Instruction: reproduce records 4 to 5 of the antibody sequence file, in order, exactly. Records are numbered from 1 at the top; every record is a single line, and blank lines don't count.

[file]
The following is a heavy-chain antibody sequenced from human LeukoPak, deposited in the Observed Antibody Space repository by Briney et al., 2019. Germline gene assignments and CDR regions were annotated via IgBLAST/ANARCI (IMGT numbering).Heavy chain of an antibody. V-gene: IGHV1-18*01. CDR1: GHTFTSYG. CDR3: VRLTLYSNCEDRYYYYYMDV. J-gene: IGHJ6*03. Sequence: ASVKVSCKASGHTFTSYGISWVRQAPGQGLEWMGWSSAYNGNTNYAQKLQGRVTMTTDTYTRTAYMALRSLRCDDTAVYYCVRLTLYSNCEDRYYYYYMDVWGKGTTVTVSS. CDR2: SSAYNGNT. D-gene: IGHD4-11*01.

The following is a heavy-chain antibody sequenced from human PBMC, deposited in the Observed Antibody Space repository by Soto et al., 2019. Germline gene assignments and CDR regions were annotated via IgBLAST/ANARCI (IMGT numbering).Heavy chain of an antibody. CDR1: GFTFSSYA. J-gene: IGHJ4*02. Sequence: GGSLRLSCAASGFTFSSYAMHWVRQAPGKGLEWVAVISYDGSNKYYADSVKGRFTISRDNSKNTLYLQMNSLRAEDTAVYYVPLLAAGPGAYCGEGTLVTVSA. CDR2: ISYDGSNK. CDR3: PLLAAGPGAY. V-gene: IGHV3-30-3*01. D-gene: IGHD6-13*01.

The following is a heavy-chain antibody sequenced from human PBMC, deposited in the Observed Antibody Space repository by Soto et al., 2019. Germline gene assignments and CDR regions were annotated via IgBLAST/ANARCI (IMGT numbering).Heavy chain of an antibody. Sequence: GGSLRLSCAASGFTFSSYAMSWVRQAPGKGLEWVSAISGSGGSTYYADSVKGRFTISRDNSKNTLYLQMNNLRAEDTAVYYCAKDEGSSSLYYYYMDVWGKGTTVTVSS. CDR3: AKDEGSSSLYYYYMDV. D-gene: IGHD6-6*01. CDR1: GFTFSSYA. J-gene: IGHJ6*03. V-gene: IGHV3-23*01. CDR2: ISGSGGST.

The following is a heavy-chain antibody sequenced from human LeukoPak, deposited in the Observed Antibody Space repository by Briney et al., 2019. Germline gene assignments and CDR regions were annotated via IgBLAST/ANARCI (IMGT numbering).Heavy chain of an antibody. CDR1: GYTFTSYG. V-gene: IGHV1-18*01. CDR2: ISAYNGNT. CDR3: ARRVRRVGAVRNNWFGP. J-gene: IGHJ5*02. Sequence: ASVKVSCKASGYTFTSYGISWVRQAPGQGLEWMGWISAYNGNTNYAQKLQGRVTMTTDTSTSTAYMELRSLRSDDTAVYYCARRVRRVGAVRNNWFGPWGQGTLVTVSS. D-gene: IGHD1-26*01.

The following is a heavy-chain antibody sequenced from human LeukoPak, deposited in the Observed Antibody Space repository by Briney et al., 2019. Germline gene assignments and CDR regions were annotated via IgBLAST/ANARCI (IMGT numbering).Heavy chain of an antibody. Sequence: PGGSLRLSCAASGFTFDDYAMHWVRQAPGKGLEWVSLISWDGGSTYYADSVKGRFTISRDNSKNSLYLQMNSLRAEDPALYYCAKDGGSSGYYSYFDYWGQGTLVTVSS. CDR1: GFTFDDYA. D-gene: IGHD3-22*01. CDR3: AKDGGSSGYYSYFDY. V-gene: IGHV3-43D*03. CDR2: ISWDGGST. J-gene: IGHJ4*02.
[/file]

The following is a heavy-chain antibody sequenced from human LeukoPak, deposited in the Observed Antibody Space repository by Briney et al., 2019. Germline gene assignments and CDR regions were annotated via IgBLAST/ANARCI (IMGT numbering).Heavy chain of an antibody. CDR1: GYTFTSYG. V-gene: IGHV1-18*01. CDR2: ISAYNGNT. CDR3: ARRVRRVGAVRNNWFGP. J-gene: IGHJ5*02. Sequence: ASVKVSCKASGYTFTSYGISWVRQAPGQGLEWMGWISAYNGNTNYAQKLQGRVTMTTDTSTSTAYMELRSLRSDDTAVYYCARRVRRVGAVRNNWFGPWGQGTLVTVSS. D-gene: IGHD1-26*01.

The following is a heavy-chain antibody sequenced from human LeukoPak, deposited in the Observed Antibody Space repository by Briney et al., 2019. Germline gene assignments and CDR regions were annotated via IgBLAST/ANARCI (IMGT numbering).Heavy chain of an antibody. Sequence: PGGSLRLSCAASGFTFDDYAMHWVRQAPGKGLEWVSLISWDGGSTYYADSVKGRFTISRDNSKNSLYLQMNSLRAEDPALYYCAKDGGSSGYYSYFDYWGQGTLVTVSS. CDR1: GFTFDDYA. D-gene: IGHD3-22*01. CDR3: AKDGGSSGYYSYFDY. V-gene: IGHV3-43D*03. CDR2: ISWDGGST. J-gene: IGHJ4*02.